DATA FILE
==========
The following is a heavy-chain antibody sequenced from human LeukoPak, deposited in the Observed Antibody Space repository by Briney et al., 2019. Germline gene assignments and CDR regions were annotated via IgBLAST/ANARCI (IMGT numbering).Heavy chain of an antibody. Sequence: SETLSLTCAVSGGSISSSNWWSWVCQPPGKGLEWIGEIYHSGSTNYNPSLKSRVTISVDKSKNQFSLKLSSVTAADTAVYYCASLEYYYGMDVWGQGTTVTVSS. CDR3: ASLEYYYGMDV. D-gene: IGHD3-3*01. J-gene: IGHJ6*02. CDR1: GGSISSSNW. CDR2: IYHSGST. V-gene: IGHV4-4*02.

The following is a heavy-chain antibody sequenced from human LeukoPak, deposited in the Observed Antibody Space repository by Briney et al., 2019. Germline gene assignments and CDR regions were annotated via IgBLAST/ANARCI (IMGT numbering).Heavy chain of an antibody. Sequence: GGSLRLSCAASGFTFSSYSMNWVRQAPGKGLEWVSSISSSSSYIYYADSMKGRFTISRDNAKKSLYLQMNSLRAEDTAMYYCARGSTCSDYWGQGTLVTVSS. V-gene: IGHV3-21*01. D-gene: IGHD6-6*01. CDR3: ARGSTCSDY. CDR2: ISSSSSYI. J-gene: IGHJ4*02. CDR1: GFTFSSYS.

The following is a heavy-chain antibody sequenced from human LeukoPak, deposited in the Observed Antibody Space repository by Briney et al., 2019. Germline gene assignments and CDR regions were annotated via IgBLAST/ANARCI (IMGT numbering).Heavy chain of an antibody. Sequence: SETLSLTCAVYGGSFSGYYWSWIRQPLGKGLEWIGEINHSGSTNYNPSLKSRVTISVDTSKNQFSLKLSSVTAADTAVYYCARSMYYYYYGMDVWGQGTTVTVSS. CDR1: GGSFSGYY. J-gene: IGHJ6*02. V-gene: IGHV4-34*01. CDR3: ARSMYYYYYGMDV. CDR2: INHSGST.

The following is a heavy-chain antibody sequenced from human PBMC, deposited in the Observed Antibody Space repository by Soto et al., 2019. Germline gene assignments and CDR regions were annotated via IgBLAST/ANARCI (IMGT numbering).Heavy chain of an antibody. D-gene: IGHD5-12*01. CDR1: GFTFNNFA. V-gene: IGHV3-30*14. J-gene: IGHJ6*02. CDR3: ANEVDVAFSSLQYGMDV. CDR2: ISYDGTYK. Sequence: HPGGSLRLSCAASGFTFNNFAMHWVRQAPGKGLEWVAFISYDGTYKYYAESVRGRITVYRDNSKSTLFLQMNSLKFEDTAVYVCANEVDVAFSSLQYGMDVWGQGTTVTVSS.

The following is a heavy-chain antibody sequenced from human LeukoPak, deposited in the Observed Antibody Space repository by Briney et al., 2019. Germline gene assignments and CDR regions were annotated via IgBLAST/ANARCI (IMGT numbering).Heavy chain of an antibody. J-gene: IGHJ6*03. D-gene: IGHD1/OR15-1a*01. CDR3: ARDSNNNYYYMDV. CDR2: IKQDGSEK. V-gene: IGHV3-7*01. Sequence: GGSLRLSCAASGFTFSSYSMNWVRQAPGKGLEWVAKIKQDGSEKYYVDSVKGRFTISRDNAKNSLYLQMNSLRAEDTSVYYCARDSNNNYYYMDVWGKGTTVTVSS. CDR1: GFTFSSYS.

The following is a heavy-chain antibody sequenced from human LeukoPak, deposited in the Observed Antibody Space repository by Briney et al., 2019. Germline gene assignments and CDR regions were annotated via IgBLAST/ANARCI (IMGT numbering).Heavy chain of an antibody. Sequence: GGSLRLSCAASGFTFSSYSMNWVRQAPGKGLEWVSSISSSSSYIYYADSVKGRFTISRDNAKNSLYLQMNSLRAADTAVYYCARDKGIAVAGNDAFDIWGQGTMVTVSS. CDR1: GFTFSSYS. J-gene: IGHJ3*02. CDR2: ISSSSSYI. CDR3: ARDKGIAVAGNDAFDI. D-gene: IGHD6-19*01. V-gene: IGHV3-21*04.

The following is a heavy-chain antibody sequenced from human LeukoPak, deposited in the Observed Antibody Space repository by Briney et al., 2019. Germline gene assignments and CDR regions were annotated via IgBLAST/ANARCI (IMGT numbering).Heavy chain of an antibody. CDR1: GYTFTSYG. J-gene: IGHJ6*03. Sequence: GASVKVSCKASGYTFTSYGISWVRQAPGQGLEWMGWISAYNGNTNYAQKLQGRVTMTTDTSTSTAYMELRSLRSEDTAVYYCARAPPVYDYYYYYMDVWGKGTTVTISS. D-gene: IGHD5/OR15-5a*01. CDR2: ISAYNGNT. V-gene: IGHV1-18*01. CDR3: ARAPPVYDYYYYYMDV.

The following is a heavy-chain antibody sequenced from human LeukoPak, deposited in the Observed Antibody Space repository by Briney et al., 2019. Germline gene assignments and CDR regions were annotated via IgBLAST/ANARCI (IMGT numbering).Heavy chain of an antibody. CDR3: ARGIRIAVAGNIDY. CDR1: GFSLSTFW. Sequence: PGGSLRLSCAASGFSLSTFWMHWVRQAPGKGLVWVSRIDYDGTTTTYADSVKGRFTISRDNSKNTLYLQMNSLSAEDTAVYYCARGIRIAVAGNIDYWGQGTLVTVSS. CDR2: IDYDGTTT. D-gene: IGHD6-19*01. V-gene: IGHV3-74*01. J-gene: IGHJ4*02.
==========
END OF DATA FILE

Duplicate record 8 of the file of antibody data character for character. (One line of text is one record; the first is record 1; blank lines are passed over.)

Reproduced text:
The following is a heavy-chain antibody sequenced from human LeukoPak, deposited in the Observed Antibody Space repository by Briney et al., 2019. Germline gene assignments and CDR regions were annotated via IgBLAST/ANARCI (IMGT numbering).Heavy chain of an antibody. CDR3: ARGIRIAVAGNIDY. CDR1: GFSLSTFW. Sequence: PGGSLRLSCAASGFSLSTFWMHWVRQAPGKGLVWVSRIDYDGTTTTYADSVKGRFTISRDNSKNTLYLQMNSLSAEDTAVYYCARGIRIAVAGNIDYWGQGTLVTVSS. CDR2: IDYDGTTT. D-gene: IGHD6-19*01. V-gene: IGHV3-74*01. J-gene: IGHJ4*02.